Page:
Heroes and Villains at Napoli’s San Paolo

GON-ZA-LO. HEEG-WHY-EEN.

Six syllables, repeated nine times, and watched online by 3.5 million.

It was filmed on 18 September 2013. Immediately before the camera is turned on, an unseen Gonzalo Higuain had slipped marker Marcel Schmelzer to head Napoli in front against Borussia Dortmund in a Champions League group game.

The opening and only shot shows a suited man stalking the track that runs the perimeter of the San Paolo pitch. He twitches nervously, swapping his weight from one leather loafer to the other and checking the diode on the base of the microphone in his hand.

With the home crowd’s celebrations bubbling contentedly in the background, he decides the time is right.

Eight times, he roars the Argentine goalscorer’s first name, his whole torso rocking to propel his voice through the wire and over the tannoy.

Eight times, 55,000 Neapolitan voices boom back the surname.

For the final rendition, he relishes each syllable for an emphatic extra half beat. The crowd, drilled as tight as a military band, do the same.

The suited man, eyes a little wider, legs a little less steady, walks back to turn off the camera.

It is adoration turned up to 11. An anarchic pep rally that tingles the vertebra like a xylophone. Napoli’s owner Aurelio De Laurentiis may be the film producer, but it is Daniele ‘Decibel’ Bellini who directs its knockout viral moments.

“I cannot explain how great the emotion is when I am doing this,” Bellini told The Set Pieces.

“But it is not something that I do for me. It is bigger than that. It is something that serves the team, the whole city. It is not a job but a passion.”

He was given the San Paolo stadium announcer role seven years ago on a stand-in basis. It was only supposed to be for a couple of matches but with a microphone manner honed since his first DJ gig at the age of 13, and a boyhood love of the club forged during Diego Maradona’s heady 80s reign, Bellini made the job his own.

He takes it seriously. In the early days he had a voice coach to ensure his bellow stayed the right side of a shriek. He still limits how much he talks in the two or three days before a game, wrapping up in a scarf and popping lozenges at the first scratch of a sore throat.

Around Naples, he is something of a celebrity. People stop him in the street for selfies and signatures scribbled on napkins. Like boxing’s ring-walk ringmaster Michael “Let’s Get Ready To Rumble” Buffer, he has become part of the show rather than an anonymous narrator.

Perhaps. But such displays of synchronised, unfettered enthusiasm are a bit like a bottle of the local moonshine. Great in situ on your continental jollies, but somehow it feels wrong sitting in your own front room.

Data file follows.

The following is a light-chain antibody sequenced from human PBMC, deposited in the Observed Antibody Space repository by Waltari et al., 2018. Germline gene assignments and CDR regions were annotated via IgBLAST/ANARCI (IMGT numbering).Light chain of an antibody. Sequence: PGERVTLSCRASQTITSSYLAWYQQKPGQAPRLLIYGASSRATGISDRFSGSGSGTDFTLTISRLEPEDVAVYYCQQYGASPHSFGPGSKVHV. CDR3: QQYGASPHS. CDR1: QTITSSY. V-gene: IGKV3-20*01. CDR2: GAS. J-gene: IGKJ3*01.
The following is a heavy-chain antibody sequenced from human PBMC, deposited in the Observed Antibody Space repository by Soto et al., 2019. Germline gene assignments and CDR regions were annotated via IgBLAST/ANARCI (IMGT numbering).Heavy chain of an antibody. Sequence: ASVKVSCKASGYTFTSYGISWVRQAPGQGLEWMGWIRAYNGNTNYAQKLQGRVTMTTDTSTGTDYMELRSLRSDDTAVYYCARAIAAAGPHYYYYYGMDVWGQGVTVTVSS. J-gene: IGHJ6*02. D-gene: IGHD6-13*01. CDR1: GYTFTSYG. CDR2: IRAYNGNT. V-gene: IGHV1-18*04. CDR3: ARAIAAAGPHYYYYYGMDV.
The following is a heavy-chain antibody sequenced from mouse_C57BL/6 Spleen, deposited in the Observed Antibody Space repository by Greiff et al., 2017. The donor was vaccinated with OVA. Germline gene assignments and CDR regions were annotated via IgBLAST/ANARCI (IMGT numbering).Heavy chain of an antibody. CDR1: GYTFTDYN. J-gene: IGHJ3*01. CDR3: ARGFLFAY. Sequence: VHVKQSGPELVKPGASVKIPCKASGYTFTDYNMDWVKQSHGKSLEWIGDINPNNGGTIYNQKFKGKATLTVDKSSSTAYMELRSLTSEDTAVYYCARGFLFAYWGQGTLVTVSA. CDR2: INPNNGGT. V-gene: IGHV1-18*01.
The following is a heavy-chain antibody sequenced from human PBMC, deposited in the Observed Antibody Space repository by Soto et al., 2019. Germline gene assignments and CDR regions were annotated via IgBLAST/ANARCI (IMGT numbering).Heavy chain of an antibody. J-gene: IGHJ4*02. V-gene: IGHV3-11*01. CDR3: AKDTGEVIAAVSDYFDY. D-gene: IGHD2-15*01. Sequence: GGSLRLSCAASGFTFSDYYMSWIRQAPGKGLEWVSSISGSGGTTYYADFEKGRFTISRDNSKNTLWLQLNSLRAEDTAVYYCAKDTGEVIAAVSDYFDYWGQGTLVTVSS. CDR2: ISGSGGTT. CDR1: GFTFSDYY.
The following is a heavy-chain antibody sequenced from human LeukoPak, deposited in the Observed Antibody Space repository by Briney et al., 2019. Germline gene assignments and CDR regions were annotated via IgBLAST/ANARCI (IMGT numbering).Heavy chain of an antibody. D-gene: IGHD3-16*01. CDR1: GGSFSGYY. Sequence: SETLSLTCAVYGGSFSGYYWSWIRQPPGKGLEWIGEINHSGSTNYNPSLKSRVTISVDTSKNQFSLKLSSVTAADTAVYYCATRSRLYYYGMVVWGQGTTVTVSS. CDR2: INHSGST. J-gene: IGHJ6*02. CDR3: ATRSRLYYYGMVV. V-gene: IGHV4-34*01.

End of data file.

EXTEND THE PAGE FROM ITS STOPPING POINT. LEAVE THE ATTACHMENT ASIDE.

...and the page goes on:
There is not really an equivalent in English football.

“I really like the Premier League,” says Bellini. “I like that the stadiums are always full and so close to the pitch. Perhaps to have something like we have at Napoli, you need more passion and energy on the part of the announcer. Perhaps you have to abandon the institutional role and become fan once again.”

Manchester City used to announce their team with a call-and-response technique similar to Bellini’s, but the sound was a fourth-generation facsimile of the passion in Naples.

In England power tends to come from poignancy. Fortune hiding from West Ham fans, storms engulfing Liverpool fans, and City fans standing alone without a dream in their heart. Those songs leave supporters less slaves to fortune as well.

Given the dressing-room churn, Bellini and his fellow Napoli fans’ veneration of one player can soon flip to evisceration. In July, Higuain, having scored a record-equalling 36 Serie A goals, left Napoli for the one club who finished higher in the table. The one club that rivalry dictated he shouldn’t: Juventus.

Sky blue shirts bearing his name were burned, his face was cut out of a poster at the club’s training camp and Bellini wrote an open letter that all but called out Higuain as a footballing prostitute.

He returned for the first time in Sunday’s 1-1 draw the San Paolo, with the fixture list delivering its dues all at once. On Wednesday, Juventus and Higuain head back to Napoli again, for the second leg of the Coppa Italia semi-final.

Higuain refused to celebrate when he scored the winner against his old club in a league meeting at Juventus Stadium in October, but it won’t take the sting out of his return.

“He certainly won’t have will have a good reception here,” says Bellini of his former muse.

“Going to Juventus has created an unbridgeable division with the fans. Gonzalo is history to us.”

History, and one spine-tingling 55-second video of what it means to be adored.

Heroes and Villains at Napoli’s San Paolo
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